Negotiations have been going on for a few years, with 60 attorneys involved in the case.  However, the chance of a settlement is not certain and a jury trial is scheduled to begin in Surrogate’s Court in Manhattan on September 17th.

Huguette Clark should have had better legal counsel when she decided what to do with her sizeable estate.  She should have prepared a trust, including directions on who had the right to make decisions on her behalf when she was unable to do so.  And she probably should have destroyed the first will.

It will be interesting to see what the probate court decides if a settled hasn’t been reached prior to September 17th.

For more information about Hugette Clark and her reclusive life, look for a book being released on September 10th titled “Empty Mansions: The Mysterious Life of Huguette Clark and the Spending of a Great American Fortune.”

To learn more about how to plan for the end of your life, go to www.diesmart.com.

Everyone needs a will. Do you have one?

It is critically important for everyone to have a will.  If you don’t have one, your wishes may not be carried out.  Why? 

First of all,  every state has laws covering what is called “dying intestate” (without a will).  These rules strictly dictate who will receive what from your estate. 

Let’s look at one example.  You have two children.  The first child worked his way through college and didn’t take any money from you.  You paid all of the fees associated with the second child getting a degree and consider that money an advance on that child’s future inheritance.  So you would like the first child to receive 75% of your assets and the second to get only 25%.  However, when you die, you do not have a will which specifies this.  According to the laws in many states, both of your children will share equally in your estate.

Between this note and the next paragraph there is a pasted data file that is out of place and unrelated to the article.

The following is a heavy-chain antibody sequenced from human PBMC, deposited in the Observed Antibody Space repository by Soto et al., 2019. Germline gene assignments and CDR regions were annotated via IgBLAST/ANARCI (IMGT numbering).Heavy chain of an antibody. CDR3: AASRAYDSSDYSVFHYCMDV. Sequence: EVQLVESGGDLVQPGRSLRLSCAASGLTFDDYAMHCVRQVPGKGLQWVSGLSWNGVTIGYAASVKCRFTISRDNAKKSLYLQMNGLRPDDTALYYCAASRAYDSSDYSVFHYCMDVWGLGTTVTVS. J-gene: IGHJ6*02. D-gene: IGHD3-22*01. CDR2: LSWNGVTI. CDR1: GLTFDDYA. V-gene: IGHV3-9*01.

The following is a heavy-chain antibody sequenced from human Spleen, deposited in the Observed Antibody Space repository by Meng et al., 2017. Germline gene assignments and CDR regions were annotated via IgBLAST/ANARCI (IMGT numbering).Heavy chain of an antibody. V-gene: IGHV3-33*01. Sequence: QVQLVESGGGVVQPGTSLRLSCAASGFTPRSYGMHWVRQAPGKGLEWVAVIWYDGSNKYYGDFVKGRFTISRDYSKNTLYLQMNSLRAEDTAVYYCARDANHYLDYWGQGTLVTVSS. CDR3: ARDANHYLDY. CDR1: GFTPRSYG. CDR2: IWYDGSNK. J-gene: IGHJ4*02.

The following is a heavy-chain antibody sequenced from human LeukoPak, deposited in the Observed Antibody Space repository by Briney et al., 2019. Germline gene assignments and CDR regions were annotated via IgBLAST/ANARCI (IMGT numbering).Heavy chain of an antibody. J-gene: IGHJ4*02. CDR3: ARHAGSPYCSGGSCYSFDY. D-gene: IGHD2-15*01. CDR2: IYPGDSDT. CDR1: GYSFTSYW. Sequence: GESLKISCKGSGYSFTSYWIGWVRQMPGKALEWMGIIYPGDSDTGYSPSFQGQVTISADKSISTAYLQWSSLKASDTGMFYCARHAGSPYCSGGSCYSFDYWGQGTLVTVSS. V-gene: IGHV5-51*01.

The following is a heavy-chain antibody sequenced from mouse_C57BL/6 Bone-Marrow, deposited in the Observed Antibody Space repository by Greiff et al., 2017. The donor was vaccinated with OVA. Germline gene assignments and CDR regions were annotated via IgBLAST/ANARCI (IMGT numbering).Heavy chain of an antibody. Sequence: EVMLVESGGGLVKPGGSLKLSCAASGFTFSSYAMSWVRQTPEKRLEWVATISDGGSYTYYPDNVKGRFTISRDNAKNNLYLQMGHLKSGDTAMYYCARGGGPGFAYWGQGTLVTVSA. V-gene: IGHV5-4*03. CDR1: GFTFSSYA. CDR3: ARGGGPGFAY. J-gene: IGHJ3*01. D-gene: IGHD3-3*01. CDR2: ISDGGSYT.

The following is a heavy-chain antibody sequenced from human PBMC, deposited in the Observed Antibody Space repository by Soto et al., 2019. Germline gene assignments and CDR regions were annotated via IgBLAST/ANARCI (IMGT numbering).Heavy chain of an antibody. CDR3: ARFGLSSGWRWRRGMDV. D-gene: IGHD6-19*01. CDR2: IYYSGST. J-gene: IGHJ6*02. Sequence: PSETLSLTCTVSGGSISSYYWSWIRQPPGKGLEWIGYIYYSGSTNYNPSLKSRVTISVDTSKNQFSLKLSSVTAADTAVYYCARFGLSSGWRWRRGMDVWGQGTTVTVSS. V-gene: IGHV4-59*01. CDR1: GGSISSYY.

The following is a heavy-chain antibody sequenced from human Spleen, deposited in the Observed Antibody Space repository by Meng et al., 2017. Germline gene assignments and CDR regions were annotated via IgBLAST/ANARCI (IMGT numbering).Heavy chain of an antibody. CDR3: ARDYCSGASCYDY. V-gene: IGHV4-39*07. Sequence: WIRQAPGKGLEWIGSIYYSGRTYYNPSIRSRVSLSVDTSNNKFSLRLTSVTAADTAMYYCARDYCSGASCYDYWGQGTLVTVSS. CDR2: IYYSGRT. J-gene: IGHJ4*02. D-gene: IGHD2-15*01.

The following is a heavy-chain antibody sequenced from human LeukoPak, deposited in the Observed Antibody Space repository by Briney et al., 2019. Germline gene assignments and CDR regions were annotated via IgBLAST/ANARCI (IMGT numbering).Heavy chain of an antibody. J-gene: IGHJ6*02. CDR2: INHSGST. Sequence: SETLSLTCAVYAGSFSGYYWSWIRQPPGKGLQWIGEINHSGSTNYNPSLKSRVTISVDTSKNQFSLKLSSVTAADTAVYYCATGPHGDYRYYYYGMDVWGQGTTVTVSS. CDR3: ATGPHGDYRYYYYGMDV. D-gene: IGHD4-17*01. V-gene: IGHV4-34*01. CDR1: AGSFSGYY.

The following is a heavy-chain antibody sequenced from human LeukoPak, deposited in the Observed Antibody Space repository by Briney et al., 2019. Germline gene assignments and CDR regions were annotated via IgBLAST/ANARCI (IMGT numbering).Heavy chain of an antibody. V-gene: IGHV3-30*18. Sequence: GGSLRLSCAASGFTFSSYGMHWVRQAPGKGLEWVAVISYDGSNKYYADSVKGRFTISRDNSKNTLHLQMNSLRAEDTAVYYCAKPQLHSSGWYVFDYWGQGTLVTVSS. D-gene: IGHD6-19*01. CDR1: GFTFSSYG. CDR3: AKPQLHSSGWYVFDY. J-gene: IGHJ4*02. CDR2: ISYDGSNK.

You may feel sentimental about some of your possessions.  Maybe you have a few special pieces of jewelry and know to which member of your family you wish to give each one.  Without a will, your wishes don’t count.

A will is also a good place to specify what you want your family to do with your body after you die.  Perhaps you wish to be buried; however, they may not know and this and may cremate your body instead.

This week, I read two interesting blogs which reminded me of  how important a subject this is.  Both, interestingly enough, come from outside of the United States. 

 The first comes from Ghana and begins by talking about the late Colonel Momar Khadafi  You may not care what Khadafi’s wishes were or that they were not carried out despite the fact that he had a will.  However, later the blog talks about the writer’s father and how he set the precedent for everyone in his village to have a will. 

The second was written by a woman in British Columbia and is a sad story about a man who told his former doctor, and later friend, about his wishes.  However, he didn’t write them in a formal will.  When he died, the doctor contacted the coroner to try to ensure that the wishes were carried out.  Instead, the man’s body was turned over to the Public Guardian and Trustee (a government group) and his wishes were disregarded.

Consider getting your will written today.  Not only will it make it easier for your wishes to be carried out but will remove an extra burden from your family members when you die.

 For more information about this subject and other related topics check out our book “Die Smart, 11 Mistakes That Cost Your Family Money When You Die”.

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25 Documents You Need Before You Die

Recently, the Wall Street Journal weekend edition had a very interesting article titled “25 Documents You Need Before You Die.”

Basically, it says that you should make sure that the originals of all of your valuable papers are put somewhere safe and that a loved one knows where that safe place is. Otherwise, when you become incapacitated or after you die there may be a great deal of frustration and unnecessary work as your heir or estate representative tries to figure out what you’ve done and how to prove it.

Check out this article and also check out Die Smart for more information on what to do.